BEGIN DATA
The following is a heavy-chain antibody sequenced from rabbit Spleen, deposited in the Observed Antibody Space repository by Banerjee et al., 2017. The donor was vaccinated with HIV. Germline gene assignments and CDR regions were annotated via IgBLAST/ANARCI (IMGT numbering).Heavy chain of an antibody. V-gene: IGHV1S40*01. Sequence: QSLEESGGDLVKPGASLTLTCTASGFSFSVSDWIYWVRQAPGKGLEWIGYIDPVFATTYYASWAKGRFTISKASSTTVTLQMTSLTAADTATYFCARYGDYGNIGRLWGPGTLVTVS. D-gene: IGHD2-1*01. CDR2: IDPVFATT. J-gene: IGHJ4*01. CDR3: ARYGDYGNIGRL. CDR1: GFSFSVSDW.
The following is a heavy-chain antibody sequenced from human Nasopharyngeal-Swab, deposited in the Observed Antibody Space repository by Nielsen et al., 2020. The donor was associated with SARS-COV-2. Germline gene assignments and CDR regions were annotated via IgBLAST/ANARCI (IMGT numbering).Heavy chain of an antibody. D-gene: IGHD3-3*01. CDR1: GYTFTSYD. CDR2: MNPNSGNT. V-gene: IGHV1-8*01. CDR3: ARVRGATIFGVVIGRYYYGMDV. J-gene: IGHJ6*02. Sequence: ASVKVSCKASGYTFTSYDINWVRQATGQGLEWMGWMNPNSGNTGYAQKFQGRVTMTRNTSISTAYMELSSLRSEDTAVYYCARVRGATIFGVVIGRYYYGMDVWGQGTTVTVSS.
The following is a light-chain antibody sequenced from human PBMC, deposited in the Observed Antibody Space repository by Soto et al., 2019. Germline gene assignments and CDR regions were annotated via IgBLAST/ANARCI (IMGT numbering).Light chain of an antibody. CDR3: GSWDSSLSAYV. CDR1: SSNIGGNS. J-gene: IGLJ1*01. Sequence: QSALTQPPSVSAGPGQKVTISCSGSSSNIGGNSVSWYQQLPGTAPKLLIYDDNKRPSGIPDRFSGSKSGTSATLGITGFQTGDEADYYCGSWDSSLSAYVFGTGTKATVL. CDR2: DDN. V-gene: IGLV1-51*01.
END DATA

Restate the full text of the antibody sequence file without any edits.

The following is a heavy-chain antibody sequenced from rabbit Spleen, deposited in the Observed Antibody Space repository by Banerjee et al., 2017. The donor was vaccinated with HIV. Germline gene assignments and CDR regions were annotated via IgBLAST/ANARCI (IMGT numbering).Heavy chain of an antibody. V-gene: IGHV1S40*01. Sequence: QSLEESGGDLVKPGASLTLTCTASGFSFSVSDWIYWVRQAPGKGLEWIGYIDPVFATTYYASWAKGRFTISKASSTTVTLQMTSLTAADTATYFCARYGDYGNIGRLWGPGTLVTVS. D-gene: IGHD2-1*01. CDR2: IDPVFATT. J-gene: IGHJ4*01. CDR3: ARYGDYGNIGRL. CDR1: GFSFSVSDW.
The following is a heavy-chain antibody sequenced from human Nasopharyngeal-Swab, deposited in the Observed Antibody Space repository by Nielsen et al., 2020. The donor was associated with SARS-COV-2. Germline gene assignments and CDR regions were annotated via IgBLAST/ANARCI (IMGT numbering).Heavy chain of an antibody. D-gene: IGHD3-3*01. CDR1: GYTFTSYD. CDR2: MNPNSGNT. V-gene: IGHV1-8*01. CDR3: ARVRGATIFGVVIGRYYYGMDV. J-gene: IGHJ6*02. Sequence: ASVKVSCKASGYTFTSYDINWVRQATGQGLEWMGWMNPNSGNTGYAQKFQGRVTMTRNTSISTAYMELSSLRSEDTAVYYCARVRGATIFGVVIGRYYYGMDVWGQGTTVTVSS.
The following is a light-chain antibody sequenced from human PBMC, deposited in the Observed Antibody Space repository by Soto et al., 2019. Germline gene assignments and CDR regions were annotated via IgBLAST/ANARCI (IMGT numbering).Light chain of an antibody. CDR3: GSWDSSLSAYV. CDR1: SSNIGGNS. J-gene: IGLJ1*01. Sequence: QSALTQPPSVSAGPGQKVTISCSGSSSNIGGNSVSWYQQLPGTAPKLLIYDDNKRPSGIPDRFSGSKSGTSATLGITGFQTGDEADYYCGSWDSSLSAYVFGTGTKATVL. CDR2: DDN. V-gene: IGLV1-51*01.